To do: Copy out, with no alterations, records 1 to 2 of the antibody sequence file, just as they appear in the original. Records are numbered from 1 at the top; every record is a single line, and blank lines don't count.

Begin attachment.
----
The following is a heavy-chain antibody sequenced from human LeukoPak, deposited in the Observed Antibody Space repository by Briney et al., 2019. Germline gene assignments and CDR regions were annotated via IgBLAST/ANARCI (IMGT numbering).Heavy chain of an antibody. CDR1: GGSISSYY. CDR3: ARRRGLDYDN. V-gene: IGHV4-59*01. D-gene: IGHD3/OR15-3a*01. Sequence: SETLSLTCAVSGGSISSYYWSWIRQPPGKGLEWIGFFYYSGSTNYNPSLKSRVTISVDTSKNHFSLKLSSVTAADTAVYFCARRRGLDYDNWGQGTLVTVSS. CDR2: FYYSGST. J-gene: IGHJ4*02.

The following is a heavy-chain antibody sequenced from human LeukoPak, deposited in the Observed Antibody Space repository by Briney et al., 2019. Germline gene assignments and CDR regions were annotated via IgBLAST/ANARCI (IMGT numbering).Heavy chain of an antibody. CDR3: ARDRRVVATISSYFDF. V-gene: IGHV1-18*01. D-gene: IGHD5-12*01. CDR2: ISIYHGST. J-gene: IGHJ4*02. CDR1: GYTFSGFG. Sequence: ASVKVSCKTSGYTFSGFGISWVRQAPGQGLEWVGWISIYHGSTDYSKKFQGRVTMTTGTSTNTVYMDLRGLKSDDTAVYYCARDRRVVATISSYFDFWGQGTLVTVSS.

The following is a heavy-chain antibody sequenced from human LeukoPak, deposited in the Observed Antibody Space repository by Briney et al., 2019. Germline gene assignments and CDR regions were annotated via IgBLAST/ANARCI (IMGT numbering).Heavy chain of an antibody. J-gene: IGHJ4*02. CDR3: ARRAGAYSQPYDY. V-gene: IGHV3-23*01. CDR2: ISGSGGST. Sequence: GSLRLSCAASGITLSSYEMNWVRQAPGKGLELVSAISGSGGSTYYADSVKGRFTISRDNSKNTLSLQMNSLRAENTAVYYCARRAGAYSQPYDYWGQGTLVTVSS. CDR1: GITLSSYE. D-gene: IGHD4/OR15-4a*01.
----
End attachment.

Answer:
The following is a heavy-chain antibody sequenced from human LeukoPak, deposited in the Observed Antibody Space repository by Briney et al., 2019. Germline gene assignments and CDR regions were annotated via IgBLAST/ANARCI (IMGT numbering).Heavy chain of an antibody. CDR1: GGSISSYY. CDR3: ARRRGLDYDN. V-gene: IGHV4-59*01. D-gene: IGHD3/OR15-3a*01. Sequence: SETLSLTCAVSGGSISSYYWSWIRQPPGKGLEWIGFFYYSGSTNYNPSLKSRVTISVDTSKNHFSLKLSSVTAADTAVYFCARRRGLDYDNWGQGTLVTVSS. CDR2: FYYSGST. J-gene: IGHJ4*02.

The following is a heavy-chain antibody sequenced from human LeukoPak, deposited in the Observed Antibody Space repository by Briney et al., 2019. Germline gene assignments and CDR regions were annotated via IgBLAST/ANARCI (IMGT numbering).Heavy chain of an antibody. CDR3: ARDRRVVATISSYFDF. V-gene: IGHV1-18*01. D-gene: IGHD5-12*01. CDR2: ISIYHGST. J-gene: IGHJ4*02. CDR1: GYTFSGFG. Sequence: ASVKVSCKTSGYTFSGFGISWVRQAPGQGLEWVGWISIYHGSTDYSKKFQGRVTMTTGTSTNTVYMDLRGLKSDDTAVYYCARDRRVVATISSYFDFWGQGTLVTVSS.